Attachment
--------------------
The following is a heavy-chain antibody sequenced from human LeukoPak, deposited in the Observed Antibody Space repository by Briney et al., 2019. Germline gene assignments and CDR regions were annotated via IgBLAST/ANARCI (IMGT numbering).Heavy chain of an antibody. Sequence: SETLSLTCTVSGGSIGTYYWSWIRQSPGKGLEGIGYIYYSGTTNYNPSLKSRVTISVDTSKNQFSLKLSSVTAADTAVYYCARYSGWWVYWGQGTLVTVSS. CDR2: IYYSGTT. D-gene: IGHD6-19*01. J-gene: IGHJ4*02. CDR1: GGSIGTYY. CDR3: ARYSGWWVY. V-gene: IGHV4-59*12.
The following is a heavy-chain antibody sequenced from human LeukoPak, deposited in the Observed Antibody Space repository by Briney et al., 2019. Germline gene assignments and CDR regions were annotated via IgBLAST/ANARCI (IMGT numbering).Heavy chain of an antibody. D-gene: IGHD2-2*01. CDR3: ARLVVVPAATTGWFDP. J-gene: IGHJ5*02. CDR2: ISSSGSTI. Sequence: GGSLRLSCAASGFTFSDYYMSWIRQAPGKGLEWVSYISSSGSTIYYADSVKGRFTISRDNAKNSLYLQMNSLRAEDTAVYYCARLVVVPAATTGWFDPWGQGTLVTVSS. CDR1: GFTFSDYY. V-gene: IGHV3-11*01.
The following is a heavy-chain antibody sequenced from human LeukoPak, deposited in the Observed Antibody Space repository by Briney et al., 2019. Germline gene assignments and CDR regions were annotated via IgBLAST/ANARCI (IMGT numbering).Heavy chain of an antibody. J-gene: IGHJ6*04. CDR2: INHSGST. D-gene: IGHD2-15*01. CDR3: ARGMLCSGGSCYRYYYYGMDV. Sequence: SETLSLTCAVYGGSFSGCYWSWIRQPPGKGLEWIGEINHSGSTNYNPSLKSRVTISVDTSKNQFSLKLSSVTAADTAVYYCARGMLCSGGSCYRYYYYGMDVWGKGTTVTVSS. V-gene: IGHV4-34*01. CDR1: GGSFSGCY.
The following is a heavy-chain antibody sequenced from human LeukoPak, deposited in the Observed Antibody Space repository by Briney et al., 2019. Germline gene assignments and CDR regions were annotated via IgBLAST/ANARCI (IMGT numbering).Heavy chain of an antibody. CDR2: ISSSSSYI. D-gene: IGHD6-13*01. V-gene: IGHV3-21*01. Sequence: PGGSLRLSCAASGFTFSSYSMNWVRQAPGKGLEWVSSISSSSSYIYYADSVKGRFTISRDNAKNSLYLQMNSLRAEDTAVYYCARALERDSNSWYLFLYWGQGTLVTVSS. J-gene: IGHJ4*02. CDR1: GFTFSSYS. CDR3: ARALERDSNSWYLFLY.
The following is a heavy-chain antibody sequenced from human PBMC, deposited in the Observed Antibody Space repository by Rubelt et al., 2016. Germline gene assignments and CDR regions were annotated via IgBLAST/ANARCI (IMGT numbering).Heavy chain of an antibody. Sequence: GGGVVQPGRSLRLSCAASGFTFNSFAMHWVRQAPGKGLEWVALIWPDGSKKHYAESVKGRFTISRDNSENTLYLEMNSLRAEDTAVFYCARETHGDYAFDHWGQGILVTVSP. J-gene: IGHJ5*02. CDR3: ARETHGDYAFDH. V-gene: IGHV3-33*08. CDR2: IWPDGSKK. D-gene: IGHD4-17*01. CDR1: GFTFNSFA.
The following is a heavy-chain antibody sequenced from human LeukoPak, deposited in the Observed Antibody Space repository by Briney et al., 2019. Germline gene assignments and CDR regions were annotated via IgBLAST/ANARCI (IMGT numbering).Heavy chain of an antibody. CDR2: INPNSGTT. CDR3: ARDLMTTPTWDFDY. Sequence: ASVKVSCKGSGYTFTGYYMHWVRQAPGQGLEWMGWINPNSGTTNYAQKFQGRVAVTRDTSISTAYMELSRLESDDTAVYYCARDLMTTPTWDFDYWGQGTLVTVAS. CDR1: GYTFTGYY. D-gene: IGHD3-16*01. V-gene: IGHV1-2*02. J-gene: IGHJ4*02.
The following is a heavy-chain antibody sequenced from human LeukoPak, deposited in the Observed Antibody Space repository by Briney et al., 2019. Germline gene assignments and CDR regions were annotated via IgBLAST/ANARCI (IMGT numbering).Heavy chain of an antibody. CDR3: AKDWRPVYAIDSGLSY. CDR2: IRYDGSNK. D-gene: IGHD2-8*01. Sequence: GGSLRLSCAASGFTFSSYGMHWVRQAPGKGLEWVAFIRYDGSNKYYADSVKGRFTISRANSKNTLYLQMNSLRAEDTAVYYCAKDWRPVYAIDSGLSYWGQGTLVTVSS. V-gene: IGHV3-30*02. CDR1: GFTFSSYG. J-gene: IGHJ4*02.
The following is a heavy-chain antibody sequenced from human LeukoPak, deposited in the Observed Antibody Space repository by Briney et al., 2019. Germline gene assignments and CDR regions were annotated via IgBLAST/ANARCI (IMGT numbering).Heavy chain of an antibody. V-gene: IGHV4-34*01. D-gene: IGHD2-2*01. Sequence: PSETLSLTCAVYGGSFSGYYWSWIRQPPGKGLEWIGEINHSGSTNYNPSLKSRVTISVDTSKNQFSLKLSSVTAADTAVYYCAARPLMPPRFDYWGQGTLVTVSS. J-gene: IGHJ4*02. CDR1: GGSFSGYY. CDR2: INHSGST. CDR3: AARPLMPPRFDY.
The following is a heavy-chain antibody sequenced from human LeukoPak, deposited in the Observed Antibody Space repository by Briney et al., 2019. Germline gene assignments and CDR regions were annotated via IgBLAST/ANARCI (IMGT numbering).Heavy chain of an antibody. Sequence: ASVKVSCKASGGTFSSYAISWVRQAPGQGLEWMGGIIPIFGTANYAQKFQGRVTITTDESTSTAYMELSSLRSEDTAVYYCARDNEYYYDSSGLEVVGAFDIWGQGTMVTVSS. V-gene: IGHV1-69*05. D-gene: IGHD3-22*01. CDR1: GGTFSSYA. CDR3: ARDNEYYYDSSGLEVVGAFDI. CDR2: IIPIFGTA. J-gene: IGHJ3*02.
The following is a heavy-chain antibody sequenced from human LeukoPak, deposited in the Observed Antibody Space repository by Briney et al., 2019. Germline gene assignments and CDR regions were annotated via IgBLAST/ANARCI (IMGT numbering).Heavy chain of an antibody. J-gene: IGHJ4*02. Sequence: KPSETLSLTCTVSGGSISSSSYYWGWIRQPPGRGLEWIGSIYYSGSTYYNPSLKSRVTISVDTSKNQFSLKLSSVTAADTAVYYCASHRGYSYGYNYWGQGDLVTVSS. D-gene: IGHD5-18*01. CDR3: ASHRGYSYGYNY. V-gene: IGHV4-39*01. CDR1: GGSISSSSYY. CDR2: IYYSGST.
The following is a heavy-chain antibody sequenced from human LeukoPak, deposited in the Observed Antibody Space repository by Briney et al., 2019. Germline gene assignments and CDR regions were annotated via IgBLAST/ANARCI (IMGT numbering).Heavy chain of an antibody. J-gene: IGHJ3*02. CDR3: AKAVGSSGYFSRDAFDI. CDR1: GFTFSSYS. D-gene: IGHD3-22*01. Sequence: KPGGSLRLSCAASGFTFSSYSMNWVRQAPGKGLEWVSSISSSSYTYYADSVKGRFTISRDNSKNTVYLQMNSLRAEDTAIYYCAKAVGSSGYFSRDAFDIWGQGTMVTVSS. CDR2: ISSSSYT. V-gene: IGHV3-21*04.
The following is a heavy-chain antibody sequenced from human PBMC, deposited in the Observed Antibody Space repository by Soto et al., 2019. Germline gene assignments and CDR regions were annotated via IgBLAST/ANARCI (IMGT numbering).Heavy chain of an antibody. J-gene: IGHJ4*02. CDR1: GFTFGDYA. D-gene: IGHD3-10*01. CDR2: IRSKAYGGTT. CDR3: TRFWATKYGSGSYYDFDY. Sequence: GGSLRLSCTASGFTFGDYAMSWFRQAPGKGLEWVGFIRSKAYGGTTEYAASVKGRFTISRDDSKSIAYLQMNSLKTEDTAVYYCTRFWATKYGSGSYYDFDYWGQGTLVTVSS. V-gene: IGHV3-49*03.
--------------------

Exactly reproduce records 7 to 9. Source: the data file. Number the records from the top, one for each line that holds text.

The following is a heavy-chain antibody sequenced from human LeukoPak, deposited in the Observed Antibody Space repository by Briney et al., 2019. Germline gene assignments and CDR regions were annotated via IgBLAST/ANARCI (IMGT numbering).Heavy chain of an antibody. CDR3: AKDWRPVYAIDSGLSY. CDR2: IRYDGSNK. D-gene: IGHD2-8*01. Sequence: GGSLRLSCAASGFTFSSYGMHWVRQAPGKGLEWVAFIRYDGSNKYYADSVKGRFTISRANSKNTLYLQMNSLRAEDTAVYYCAKDWRPVYAIDSGLSYWGQGTLVTVSS. V-gene: IGHV3-30*02. CDR1: GFTFSSYG. J-gene: IGHJ4*02.
The following is a heavy-chain antibody sequenced from human LeukoPak, deposited in the Observed Antibody Space repository by Briney et al., 2019. Germline gene assignments and CDR regions were annotated via IgBLAST/ANARCI (IMGT numbering).Heavy chain of an antibody. V-gene: IGHV4-34*01. D-gene: IGHD2-2*01. Sequence: PSETLSLTCAVYGGSFSGYYWSWIRQPPGKGLEWIGEINHSGSTNYNPSLKSRVTISVDTSKNQFSLKLSSVTAADTAVYYCAARPLMPPRFDYWGQGTLVTVSS. J-gene: IGHJ4*02. CDR1: GGSFSGYY. CDR2: INHSGST. CDR3: AARPLMPPRFDY.
The following is a heavy-chain antibody sequenced from human LeukoPak, deposited in the Observed Antibody Space repository by Briney et al., 2019. Germline gene assignments and CDR regions were annotated via IgBLAST/ANARCI (IMGT numbering).Heavy chain of an antibody. Sequence: ASVKVSCKASGGTFSSYAISWVRQAPGQGLEWMGGIIPIFGTANYAQKFQGRVTITTDESTSTAYMELSSLRSEDTAVYYCARDNEYYYDSSGLEVVGAFDIWGQGTMVTVSS. V-gene: IGHV1-69*05. D-gene: IGHD3-22*01. CDR1: GGTFSSYA. CDR3: ARDNEYYYDSSGLEVVGAFDI. CDR2: IIPIFGTA. J-gene: IGHJ3*02.